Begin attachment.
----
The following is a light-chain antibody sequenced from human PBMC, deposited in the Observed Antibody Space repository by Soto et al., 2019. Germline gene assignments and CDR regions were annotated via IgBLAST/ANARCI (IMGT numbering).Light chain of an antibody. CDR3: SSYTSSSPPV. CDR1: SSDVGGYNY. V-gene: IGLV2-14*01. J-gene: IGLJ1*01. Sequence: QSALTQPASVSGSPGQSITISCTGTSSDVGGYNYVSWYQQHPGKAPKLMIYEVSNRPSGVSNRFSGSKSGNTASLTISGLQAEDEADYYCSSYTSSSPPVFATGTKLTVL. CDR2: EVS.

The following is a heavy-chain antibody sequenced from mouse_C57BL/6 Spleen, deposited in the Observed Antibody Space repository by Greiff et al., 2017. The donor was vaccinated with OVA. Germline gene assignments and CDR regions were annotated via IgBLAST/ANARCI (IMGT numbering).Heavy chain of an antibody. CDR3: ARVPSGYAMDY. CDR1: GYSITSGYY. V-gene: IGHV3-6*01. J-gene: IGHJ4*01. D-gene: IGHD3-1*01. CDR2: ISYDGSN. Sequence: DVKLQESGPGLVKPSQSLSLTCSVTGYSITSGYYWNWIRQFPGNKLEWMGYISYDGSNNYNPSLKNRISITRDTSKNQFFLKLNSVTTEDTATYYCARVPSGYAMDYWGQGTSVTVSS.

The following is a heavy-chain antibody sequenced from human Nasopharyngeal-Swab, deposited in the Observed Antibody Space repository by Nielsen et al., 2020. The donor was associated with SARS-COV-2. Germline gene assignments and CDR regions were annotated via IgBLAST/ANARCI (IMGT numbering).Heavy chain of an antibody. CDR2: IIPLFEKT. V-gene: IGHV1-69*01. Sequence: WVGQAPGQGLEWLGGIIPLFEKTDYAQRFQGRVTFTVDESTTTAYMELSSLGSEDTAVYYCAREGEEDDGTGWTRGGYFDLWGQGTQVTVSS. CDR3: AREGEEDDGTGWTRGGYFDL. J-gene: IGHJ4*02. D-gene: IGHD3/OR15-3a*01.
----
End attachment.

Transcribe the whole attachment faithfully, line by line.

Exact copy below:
The following is a light-chain antibody sequenced from human PBMC, deposited in the Observed Antibody Space repository by Soto et al., 2019. Germline gene assignments and CDR regions were annotated via IgBLAST/ANARCI (IMGT numbering).Light chain of an antibody. CDR3: SSYTSSSPPV. CDR1: SSDVGGYNY. V-gene: IGLV2-14*01. J-gene: IGLJ1*01. Sequence: QSALTQPASVSGSPGQSITISCTGTSSDVGGYNYVSWYQQHPGKAPKLMIYEVSNRPSGVSNRFSGSKSGNTASLTISGLQAEDEADYYCSSYTSSSPPVFATGTKLTVL. CDR2: EVS.

The following is a heavy-chain antibody sequenced from mouse_C57BL/6 Spleen, deposited in the Observed Antibody Space repository by Greiff et al., 2017. The donor was vaccinated with OVA. Germline gene assignments and CDR regions were annotated via IgBLAST/ANARCI (IMGT numbering).Heavy chain of an antibody. CDR3: ARVPSGYAMDY. CDR1: GYSITSGYY. V-gene: IGHV3-6*01. J-gene: IGHJ4*01. D-gene: IGHD3-1*01. CDR2: ISYDGSN. Sequence: DVKLQESGPGLVKPSQSLSLTCSVTGYSITSGYYWNWIRQFPGNKLEWMGYISYDGSNNYNPSLKNRISITRDTSKNQFFLKLNSVTTEDTATYYCARVPSGYAMDYWGQGTSVTVSS.

The following is a heavy-chain antibody sequenced from human Nasopharyngeal-Swab, deposited in the Observed Antibody Space repository by Nielsen et al., 2020. The donor was associated with SARS-COV-2. Germline gene assignments and CDR regions were annotated via IgBLAST/ANARCI (IMGT numbering).Heavy chain of an antibody. CDR2: IIPLFEKT. V-gene: IGHV1-69*01. Sequence: WVGQAPGQGLEWLGGIIPLFEKTDYAQRFQGRVTFTVDESTTTAYMELSSLGSEDTAVYYCAREGEEDDGTGWTRGGYFDLWGQGTQVTVSS. CDR3: AREGEEDDGTGWTRGGYFDL. J-gene: IGHJ4*02. D-gene: IGHD3/OR15-3a*01.